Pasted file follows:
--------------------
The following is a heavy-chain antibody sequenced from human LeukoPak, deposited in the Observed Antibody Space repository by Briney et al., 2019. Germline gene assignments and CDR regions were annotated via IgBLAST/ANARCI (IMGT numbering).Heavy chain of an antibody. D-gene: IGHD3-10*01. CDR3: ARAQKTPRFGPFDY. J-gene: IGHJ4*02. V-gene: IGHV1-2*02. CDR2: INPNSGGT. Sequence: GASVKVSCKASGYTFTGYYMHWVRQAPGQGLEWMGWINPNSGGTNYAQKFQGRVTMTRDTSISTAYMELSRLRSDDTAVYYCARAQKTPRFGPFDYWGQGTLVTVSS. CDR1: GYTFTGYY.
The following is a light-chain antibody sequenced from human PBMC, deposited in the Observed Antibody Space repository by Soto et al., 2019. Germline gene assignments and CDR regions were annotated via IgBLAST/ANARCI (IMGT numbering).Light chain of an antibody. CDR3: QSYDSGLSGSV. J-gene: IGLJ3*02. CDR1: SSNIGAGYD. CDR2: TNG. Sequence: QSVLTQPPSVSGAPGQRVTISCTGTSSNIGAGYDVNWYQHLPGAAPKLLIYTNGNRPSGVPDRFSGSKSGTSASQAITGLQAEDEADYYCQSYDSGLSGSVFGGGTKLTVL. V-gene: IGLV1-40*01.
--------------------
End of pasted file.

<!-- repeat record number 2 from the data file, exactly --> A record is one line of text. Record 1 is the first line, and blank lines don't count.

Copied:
The following is a light-chain antibody sequenced from human PBMC, deposited in the Observed Antibody Space repository by Soto et al., 2019. Germline gene assignments and CDR regions were annotated via IgBLAST/ANARCI (IMGT numbering).Light chain of an antibody. CDR3: QSYDSGLSGSV. J-gene: IGLJ3*02. CDR1: SSNIGAGYD. CDR2: TNG. Sequence: QSVLTQPPSVSGAPGQRVTISCTGTSSNIGAGYDVNWYQHLPGAAPKLLIYTNGNRPSGVPDRFSGSKSGTSASQAITGLQAEDEADYYCQSYDSGLSGSVFGGGTKLTVL. V-gene: IGLV1-40*01.